Gina: Jessica is kind of a culmination of so many characters and women and just the life experience that I’ve had over the years. It’s great at this point in my career to sort of arrive at [this character] at this moment in time. It all goes into the pot.

To follow-up on the whole strong female character thing. That seems to the theme on USA shows. Did you take that into account when you took this role, that you were going to be playing the strong female character?

Gina: I believe my initial reaction was, ‘Oh, another strong female character.’ More strong female character questions. It is something that follows me. I’m so happy that it does, I have to say. They are great fun to depict. It’s also great fun to find the chink in the armor. As much as I am enjoying playing Jessica and in all of her unapologetic feminine fabulous authority, it’s just as much fun to unearth and find those things that make her vulnerable – that make her human – and I think ultimately make her more interesting.

What do you think female viewers will learn from Jessica?
Gina: Oh gosh. I think that’s a very personal sort of individual thing. Certainly on the surface, if you work hard and if you’re committed and if you really believe in what you’re doing and conduct yourself with a kind of grace and conviction that you can get as far as you want to. It’s about choices in your life. Sometimes you make good choices, sometimes you make bad choices, and you just have to wait and see which ones turn out to be which.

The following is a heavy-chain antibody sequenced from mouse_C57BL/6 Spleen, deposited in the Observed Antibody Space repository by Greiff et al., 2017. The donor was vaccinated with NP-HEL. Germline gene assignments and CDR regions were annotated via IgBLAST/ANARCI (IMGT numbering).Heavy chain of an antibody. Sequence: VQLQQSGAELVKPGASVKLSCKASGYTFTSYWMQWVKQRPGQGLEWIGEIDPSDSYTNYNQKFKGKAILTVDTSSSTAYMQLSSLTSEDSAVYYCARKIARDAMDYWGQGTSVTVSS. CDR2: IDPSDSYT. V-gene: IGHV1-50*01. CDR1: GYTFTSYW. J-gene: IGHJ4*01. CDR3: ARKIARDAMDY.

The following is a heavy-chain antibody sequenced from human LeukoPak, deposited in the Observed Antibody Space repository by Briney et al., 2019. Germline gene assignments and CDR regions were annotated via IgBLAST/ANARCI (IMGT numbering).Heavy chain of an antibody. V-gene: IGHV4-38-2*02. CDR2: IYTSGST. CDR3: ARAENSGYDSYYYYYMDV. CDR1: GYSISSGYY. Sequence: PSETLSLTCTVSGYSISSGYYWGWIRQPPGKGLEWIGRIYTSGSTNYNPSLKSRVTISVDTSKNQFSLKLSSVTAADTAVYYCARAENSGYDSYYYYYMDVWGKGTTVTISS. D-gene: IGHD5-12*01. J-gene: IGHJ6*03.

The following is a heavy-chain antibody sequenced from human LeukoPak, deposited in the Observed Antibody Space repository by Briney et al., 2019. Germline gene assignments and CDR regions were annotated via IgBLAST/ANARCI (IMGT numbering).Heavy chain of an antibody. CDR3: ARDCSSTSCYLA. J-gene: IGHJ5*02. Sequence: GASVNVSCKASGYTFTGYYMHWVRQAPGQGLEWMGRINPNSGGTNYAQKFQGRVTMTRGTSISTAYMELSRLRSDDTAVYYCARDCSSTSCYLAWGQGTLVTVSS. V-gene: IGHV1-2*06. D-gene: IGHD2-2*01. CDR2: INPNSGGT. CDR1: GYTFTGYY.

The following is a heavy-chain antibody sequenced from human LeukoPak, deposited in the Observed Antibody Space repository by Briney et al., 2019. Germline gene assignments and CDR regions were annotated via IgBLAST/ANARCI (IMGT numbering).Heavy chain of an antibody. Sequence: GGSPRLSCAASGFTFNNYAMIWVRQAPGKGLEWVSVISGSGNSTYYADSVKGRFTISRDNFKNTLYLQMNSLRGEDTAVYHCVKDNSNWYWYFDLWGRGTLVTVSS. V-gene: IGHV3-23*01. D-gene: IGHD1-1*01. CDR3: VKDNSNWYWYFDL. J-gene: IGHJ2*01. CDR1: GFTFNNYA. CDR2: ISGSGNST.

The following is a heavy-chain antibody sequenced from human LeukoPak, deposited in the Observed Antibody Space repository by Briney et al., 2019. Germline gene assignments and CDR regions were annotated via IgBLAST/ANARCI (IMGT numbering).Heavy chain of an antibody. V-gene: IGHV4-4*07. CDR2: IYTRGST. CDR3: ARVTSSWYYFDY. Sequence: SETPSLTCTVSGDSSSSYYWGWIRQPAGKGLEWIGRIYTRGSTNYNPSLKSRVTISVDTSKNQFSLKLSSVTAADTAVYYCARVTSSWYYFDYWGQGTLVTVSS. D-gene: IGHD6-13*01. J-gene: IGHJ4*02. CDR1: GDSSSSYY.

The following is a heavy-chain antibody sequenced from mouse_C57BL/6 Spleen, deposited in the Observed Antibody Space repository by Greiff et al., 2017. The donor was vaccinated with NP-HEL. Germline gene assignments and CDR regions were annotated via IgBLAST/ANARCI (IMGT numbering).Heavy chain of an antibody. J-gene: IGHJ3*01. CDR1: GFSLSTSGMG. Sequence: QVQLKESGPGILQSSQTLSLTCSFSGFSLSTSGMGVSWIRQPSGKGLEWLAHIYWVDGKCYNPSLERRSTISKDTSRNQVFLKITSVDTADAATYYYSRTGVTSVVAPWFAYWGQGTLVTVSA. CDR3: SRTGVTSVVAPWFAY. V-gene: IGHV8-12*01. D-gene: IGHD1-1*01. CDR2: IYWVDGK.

What I did want to know is how did you get this role? Was it one of those things where you had to go out for it and audition and really fight for it, or were you lucky enough to have it offered to you?
Gina: I was lucky enough to have it offered to me. That’s not to say that I didn’t have to jump through a couple of hoops. But having said that, I was on a very short list. I had, because of my long list of strong female portrayals that that preceded me, I’d already had a kind of a relationship and a rapport with USA Network based on some things that I had done with them previously. So my name came up for this part and they asked if I was interested. And I was. I was really only interested because she’s not a gatekeeper. She’s just not the babysitter watching these guys swing, as it were. She plays an important part in their consciousness — which I’d like to believe, since I go to work every day. . . .There is also a promise of developing [Jessica] as a fully realized woman and what makes her tick, and what makes her interesting. So that’s that’s what I’m hoping viewers will get to see.

In the pilot Harvey comes in and he pretty much blackmails Jessica to get his senior partnership back. And Jessica almost seems proud of the fact that he used this maneuver to get his position back. Is that a correct interpretation of that scene and how does that play into the relationship between Harvey and Jessica?